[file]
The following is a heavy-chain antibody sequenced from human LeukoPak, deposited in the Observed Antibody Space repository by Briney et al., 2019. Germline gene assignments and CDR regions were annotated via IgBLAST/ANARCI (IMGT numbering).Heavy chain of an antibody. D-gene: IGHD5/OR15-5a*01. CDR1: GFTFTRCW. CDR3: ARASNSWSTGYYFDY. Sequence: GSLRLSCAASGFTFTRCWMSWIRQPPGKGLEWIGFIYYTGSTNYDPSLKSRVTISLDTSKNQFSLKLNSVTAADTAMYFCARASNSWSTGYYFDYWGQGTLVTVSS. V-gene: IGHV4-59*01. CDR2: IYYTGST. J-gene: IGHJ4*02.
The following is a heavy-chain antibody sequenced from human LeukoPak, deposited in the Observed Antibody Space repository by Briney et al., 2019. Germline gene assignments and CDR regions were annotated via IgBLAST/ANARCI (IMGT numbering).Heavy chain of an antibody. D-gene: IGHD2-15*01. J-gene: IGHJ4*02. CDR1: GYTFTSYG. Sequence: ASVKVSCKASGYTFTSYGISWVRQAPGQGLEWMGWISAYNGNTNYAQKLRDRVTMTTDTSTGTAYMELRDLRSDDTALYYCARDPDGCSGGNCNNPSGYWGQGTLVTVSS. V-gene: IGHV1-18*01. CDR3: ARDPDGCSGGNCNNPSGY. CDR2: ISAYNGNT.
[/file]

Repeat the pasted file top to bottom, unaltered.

The following is a heavy-chain antibody sequenced from human LeukoPak, deposited in the Observed Antibody Space repository by Briney et al., 2019. Germline gene assignments and CDR regions were annotated via IgBLAST/ANARCI (IMGT numbering).Heavy chain of an antibody. D-gene: IGHD5/OR15-5a*01. CDR1: GFTFTRCW. CDR3: ARASNSWSTGYYFDY. Sequence: GSLRLSCAASGFTFTRCWMSWIRQPPGKGLEWIGFIYYTGSTNYDPSLKSRVTISLDTSKNQFSLKLNSVTAADTAMYFCARASNSWSTGYYFDYWGQGTLVTVSS. V-gene: IGHV4-59*01. CDR2: IYYTGST. J-gene: IGHJ4*02.
The following is a heavy-chain antibody sequenced from human LeukoPak, deposited in the Observed Antibody Space repository by Briney et al., 2019. Germline gene assignments and CDR regions were annotated via IgBLAST/ANARCI (IMGT numbering).Heavy chain of an antibody. D-gene: IGHD2-15*01. J-gene: IGHJ4*02. CDR1: GYTFTSYG. Sequence: ASVKVSCKASGYTFTSYGISWVRQAPGQGLEWMGWISAYNGNTNYAQKLRDRVTMTTDTSTGTAYMELRDLRSDDTALYYCARDPDGCSGGNCNNPSGYWGQGTLVTVSS. V-gene: IGHV1-18*01. CDR3: ARDPDGCSGGNCNNPSGY. CDR2: ISAYNGNT.